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Old 01 October 2019, 21:53   #2322
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Join Date: Sep 2012
Location: Copenhagen / DK
Age: 39
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Originally Posted by matburton View Post
OK here's mine Why 8 bits in a byte?
Yeah, I know it is boring to just post a link to wikipedia, but the first paragraph explains it very well:

In essence; a byte was not always 8 bits. It started out as grouping bits together so they could hold text. That was doable with 6 bits, including punctuation and various control codes, but it eventually settled at 8 bits per group as it was a good compromise and fit well into a binary world. A word on the other hand, can be anything and depends largely on the architecture. 16 bit words are common today, but they could just as well be 8 bits or 40 bits.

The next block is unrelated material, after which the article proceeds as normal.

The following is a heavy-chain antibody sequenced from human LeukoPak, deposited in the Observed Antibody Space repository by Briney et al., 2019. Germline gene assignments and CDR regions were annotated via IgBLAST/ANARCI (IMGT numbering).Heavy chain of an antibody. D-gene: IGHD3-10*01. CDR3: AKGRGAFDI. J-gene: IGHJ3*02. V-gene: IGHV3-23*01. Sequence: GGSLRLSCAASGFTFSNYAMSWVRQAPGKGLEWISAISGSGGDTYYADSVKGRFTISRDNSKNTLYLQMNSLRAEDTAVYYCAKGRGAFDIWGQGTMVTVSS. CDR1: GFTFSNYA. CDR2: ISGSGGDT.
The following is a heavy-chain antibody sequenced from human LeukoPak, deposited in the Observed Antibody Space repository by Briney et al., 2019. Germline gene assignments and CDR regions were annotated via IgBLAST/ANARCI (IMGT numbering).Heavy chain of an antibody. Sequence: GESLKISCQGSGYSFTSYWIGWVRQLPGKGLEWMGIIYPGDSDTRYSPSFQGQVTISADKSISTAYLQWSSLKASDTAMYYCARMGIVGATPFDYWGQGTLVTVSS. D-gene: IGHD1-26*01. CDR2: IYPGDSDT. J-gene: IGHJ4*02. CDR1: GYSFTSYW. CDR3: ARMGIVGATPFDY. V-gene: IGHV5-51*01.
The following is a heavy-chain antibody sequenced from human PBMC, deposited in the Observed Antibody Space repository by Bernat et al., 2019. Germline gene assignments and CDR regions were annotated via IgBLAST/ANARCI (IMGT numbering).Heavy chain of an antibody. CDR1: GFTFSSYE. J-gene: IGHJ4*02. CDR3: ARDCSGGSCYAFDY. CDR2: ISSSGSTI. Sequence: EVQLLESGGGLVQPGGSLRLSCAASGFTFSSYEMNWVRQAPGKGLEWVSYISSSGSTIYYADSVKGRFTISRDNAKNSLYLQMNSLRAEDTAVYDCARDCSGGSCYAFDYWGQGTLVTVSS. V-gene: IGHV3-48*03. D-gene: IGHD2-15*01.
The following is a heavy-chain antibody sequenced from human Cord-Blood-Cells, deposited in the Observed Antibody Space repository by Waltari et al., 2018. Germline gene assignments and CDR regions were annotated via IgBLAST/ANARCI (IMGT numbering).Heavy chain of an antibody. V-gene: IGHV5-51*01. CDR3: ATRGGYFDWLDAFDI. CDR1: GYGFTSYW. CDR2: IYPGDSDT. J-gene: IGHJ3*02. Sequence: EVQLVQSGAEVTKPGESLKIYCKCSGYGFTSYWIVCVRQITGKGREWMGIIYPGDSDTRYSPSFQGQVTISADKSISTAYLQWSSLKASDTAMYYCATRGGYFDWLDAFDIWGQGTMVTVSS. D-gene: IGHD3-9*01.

Originally Posted by AmigaHope View Post
Not all systems used 8 bits per address. There were numerous minicomputer CPUs from the 1960's to the 1980's that had different-sized "bytes", but none of them were used in personal computers. Once the industry standardized 8 bits as the smallest addressable chunk of data, it pretty much stuck, since if you manufactured RAM to a different standard it wouldn't sell very well.
Well, 9 bit memory was also quite common but that was used for parity.
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